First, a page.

5) Keep an extra credit card (and an extra ATM card if possible) stashed somewhere in your luggage

It’s good to have an extra card or 2 in case of emergency. Whether you lose the card(s) you have on you, they fall in the ocean (been there), or get stolen for some reason, it’s good to have backups you can rely on. You don’t want to be in the middle of your trip and totally stuck because you can’t access your money. Keep your extra cards in a ziploc bag and stashed somewhere in your luggage so you can easily access them if need be.

6) Keep your passport and extra money in a money belt while you’re in transit

While you’re in transit between destinations, you don’t want to be an easy target for a pick-pocketer. When you’re not checking in at the airport or showing your passport on a train keep it, along with extra money you are carrying, in a money belt around your waste. Keep enough money for the day in your pocket in a money clip, so if you lose only that it’s not the end of the world.

At the end of the day, you don’t want to be constantly worrying about your finances while you’re traveling. You want to be enjoying the destination you’re in. These tips for managing your money on the road will help you stretch your money further, be able to travel longer, and create more adventures along the way!

Do you have some more tips for managing your money on the road? Leave them in the comment section below and let’s have a discussion around best practices.

6 Tips for Managing Your Money on the Road is a post from Nick's Travel Bug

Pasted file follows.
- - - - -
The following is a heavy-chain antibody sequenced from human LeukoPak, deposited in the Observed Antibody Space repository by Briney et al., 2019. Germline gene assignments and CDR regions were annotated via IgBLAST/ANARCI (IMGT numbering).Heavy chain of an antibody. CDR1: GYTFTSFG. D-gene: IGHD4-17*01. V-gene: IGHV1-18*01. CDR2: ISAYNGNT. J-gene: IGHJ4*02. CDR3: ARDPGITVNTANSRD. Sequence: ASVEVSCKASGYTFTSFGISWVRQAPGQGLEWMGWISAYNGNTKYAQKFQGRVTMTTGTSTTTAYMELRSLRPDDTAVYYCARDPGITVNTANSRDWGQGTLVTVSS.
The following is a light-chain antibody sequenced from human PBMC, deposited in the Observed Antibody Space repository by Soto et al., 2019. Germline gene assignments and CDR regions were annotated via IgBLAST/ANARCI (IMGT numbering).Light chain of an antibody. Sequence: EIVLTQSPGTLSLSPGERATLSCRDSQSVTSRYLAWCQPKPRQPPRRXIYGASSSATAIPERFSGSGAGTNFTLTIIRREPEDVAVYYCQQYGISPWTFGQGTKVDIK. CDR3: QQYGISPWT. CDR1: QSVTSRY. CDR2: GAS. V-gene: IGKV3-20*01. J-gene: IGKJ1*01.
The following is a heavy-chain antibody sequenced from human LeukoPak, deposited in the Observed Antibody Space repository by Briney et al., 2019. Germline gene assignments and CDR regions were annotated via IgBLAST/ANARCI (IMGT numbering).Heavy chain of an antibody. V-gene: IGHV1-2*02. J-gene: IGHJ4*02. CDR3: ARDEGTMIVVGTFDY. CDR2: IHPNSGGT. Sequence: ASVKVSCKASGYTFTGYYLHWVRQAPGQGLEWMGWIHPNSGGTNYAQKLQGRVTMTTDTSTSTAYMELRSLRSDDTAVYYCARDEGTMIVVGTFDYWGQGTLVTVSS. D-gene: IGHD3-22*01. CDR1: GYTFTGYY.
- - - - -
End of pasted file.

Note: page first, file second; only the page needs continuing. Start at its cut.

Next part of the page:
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The Museum of the Weird in Austin http://nickstravelbug.com/usa/museum-of-the-weird/ http://nickstravelbug.com/usa/museum-of-the-weird/#comments Tue, 24 Feb 2015 22:32:36 +0000 http://nickstravelbug.com/?p=5839 A three-eyed two-faced cow? An elephant man? An ice man? These are some of the star attractions at the Museum of the Weird in Austin, Texas. The city’s slogan is “Keep Austin Weird” and there’s no better place to experience that than at this museum. It’s also fun to play tourist in your own town once … Read More

The Museum of the Weird in Austin is a post from Nick's Travel Bug

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A three-eyed two-faced cow? An elephant man? An ice man?

These are some of the star attractions at the Museum of the Weird in Austin, Texas. The city’s slogan is “Keep Austin Weird” and there’s no better place to experience that than at this museum. It’s also fun to play tourist in your own town once in a while.

The Elephant Man at the Museum of the Weird

First up was the ‘Elephant Man’. Born with some severe deformities, Joseph Carey Merrick was exhibited as a human curiosity (a.k.a. a freak) at shows and carnivals around England. Doctors and scientists could never really explain the cause of Merrick’s condition and he passed away at the young age of 27.

Three-Eyed Two-Faced Cow at the Museum of the Weird

The next interesting item was this three-eyed two-faced cow, supposedly born alive, and lived for a full 2 weeks on a farm in Pennsylvania. It’s pretty strange, as you can probably tell.

Two-Headed Chicken at the Museum of the Weird

Next is a two-headed chicken. What do you think, is it real?

Here are a few other weird things from the museum, including a zombie and a skeleton pirate.

Zombie Man at the Museum of the Weird

 

Skeleton Pirate at the Museum of the Weird

Lastly, there was a sword swallower who put on a show for us. If it wasn’t impressive enough that he swallowed what was probably an 18-inch sword, he also started juggling while it was down his throat. I don’t really understand the physics of the whole thing, but it’s fun to watch.

Sword Swallower Juggling at the Museum of the Weird

Whether or not this is all real (you be the judge), the Museum of the Weird in Austin is an entertaining way to spend an hour of your afternoon.

Have you been to anything similarly weird or strange? Let’s hear some good stories in the comments below.

The Museum of the Weird in Austin is a post from Nick's Travel Bug